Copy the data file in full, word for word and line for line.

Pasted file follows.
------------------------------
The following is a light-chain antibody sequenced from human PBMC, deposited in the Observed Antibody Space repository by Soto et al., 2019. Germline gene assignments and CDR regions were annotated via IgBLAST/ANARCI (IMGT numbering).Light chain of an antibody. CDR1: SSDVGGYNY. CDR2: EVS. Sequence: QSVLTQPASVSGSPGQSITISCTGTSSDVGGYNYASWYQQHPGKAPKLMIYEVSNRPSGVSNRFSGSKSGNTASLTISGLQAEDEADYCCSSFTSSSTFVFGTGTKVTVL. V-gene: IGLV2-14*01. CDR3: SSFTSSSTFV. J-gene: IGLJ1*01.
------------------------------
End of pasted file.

The following is a light-chain antibody sequenced from human PBMC, deposited in the Observed Antibody Space repository by Soto et al., 2019. Germline gene assignments and CDR regions were annotated via IgBLAST/ANARCI (IMGT numbering).Light chain of an antibody. CDR1: SSDVGGYNY. CDR2: EVS. Sequence: QSVLTQPASVSGSPGQSITISCTGTSSDVGGYNYASWYQQHPGKAPKLMIYEVSNRPSGVSNRFSGSKSGNTASLTISGLQAEDEADYCCSSFTSSSTFVFGTGTKVTVL. V-gene: IGLV2-14*01. CDR3: SSFTSSSTFV. J-gene: IGLJ1*01.